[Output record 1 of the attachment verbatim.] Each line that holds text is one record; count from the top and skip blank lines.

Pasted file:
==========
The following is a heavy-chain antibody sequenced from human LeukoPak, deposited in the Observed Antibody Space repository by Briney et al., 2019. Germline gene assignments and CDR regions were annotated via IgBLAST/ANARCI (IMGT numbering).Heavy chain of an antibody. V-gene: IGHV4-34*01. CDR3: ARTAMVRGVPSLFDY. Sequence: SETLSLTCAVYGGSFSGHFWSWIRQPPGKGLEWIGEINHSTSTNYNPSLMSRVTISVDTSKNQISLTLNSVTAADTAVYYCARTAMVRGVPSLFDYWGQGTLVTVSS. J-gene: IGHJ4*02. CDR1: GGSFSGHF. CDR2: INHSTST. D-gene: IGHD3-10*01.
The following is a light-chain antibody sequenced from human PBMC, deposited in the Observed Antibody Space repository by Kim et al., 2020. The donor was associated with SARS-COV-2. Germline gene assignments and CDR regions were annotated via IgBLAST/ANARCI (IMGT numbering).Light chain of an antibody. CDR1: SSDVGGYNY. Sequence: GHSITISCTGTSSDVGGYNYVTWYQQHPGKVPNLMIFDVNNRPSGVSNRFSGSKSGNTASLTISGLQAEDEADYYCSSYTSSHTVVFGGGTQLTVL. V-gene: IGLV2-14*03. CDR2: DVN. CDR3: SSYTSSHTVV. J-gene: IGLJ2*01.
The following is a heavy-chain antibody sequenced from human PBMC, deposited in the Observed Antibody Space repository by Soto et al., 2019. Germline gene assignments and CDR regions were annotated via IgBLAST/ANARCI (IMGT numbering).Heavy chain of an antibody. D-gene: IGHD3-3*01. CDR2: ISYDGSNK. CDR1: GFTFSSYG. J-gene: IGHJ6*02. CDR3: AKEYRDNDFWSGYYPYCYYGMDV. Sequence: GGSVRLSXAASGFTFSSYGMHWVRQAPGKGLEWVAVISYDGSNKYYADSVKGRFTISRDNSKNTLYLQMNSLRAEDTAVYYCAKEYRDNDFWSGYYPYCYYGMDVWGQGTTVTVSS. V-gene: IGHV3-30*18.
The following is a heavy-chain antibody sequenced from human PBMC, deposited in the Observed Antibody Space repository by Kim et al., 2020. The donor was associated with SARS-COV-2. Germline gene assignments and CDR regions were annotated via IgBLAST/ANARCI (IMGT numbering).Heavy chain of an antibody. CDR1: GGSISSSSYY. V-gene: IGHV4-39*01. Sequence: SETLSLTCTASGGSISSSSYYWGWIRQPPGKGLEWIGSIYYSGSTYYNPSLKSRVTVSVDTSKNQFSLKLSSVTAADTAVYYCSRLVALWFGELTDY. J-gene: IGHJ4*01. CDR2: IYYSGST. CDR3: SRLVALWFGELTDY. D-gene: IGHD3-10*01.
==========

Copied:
The following is a heavy-chain antibody sequenced from human LeukoPak, deposited in the Observed Antibody Space repository by Briney et al., 2019. Germline gene assignments and CDR regions were annotated via IgBLAST/ANARCI (IMGT numbering).Heavy chain of an antibody. V-gene: IGHV4-34*01. CDR3: ARTAMVRGVPSLFDY. Sequence: SETLSLTCAVYGGSFSGHFWSWIRQPPGKGLEWIGEINHSTSTNYNPSLMSRVTISVDTSKNQISLTLNSVTAADTAVYYCARTAMVRGVPSLFDYWGQGTLVTVSS. J-gene: IGHJ4*02. CDR1: GGSFSGHF. CDR2: INHSTST. D-gene: IGHD3-10*01.